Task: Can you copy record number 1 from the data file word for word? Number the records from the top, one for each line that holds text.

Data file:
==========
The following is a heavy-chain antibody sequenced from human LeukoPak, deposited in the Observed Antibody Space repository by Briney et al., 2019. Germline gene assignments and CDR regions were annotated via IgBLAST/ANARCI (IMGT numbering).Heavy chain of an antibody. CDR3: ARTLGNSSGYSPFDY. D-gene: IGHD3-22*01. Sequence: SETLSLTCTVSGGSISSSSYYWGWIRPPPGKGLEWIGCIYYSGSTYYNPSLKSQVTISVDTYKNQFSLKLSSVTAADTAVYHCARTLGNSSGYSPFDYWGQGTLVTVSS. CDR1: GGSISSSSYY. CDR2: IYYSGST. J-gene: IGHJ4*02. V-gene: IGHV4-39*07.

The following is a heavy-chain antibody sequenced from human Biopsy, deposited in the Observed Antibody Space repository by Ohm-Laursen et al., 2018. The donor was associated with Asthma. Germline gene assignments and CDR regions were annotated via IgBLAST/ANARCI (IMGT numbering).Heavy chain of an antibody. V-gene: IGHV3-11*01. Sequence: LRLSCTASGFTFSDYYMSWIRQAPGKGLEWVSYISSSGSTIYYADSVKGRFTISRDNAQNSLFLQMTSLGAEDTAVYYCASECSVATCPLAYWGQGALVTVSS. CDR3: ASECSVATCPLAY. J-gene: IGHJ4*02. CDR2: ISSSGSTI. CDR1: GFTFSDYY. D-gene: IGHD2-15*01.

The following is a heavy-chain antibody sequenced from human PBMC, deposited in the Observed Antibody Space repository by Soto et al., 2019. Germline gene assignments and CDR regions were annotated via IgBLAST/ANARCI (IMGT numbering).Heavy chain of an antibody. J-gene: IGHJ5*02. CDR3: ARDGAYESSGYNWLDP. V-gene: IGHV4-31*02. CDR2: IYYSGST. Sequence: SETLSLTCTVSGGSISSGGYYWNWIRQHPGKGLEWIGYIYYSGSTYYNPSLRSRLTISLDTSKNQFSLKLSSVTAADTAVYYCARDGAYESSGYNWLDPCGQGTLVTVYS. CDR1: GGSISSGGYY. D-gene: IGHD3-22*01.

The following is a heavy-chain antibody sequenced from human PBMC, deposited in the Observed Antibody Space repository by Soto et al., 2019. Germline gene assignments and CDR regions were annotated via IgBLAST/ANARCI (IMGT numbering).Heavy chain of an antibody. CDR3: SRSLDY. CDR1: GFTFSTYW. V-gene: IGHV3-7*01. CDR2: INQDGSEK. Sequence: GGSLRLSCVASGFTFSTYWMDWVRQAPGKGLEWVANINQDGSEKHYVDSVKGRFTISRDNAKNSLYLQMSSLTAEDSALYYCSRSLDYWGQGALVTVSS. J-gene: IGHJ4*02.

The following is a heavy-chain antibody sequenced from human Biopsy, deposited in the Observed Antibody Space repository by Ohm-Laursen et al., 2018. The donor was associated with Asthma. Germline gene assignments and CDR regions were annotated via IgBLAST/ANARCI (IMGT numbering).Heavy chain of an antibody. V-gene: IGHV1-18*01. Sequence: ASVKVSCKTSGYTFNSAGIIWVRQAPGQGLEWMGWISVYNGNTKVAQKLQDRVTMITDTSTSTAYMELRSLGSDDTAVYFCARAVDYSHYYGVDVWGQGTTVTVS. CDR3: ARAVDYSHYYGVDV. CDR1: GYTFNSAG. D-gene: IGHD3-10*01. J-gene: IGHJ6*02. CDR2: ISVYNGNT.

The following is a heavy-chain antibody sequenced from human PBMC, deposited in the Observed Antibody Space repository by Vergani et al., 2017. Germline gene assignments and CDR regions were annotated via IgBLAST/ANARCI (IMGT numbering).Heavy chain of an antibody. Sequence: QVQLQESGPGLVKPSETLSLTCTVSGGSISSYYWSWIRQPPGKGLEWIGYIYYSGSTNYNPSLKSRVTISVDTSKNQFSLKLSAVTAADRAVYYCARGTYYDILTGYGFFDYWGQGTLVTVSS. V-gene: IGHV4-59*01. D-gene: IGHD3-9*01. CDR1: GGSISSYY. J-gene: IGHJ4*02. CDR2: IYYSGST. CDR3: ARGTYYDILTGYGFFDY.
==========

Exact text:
The following is a heavy-chain antibody sequenced from human LeukoPak, deposited in the Observed Antibody Space repository by Briney et al., 2019. Germline gene assignments and CDR regions were annotated via IgBLAST/ANARCI (IMGT numbering).Heavy chain of an antibody. CDR3: ARTLGNSSGYSPFDY. D-gene: IGHD3-22*01. Sequence: SETLSLTCTVSGGSISSSSYYWGWIRPPPGKGLEWIGCIYYSGSTYYNPSLKSQVTISVDTYKNQFSLKLSSVTAADTAVYHCARTLGNSSGYSPFDYWGQGTLVTVSS. CDR1: GGSISSSSYY. CDR2: IYYSGST. J-gene: IGHJ4*02. V-gene: IGHV4-39*07.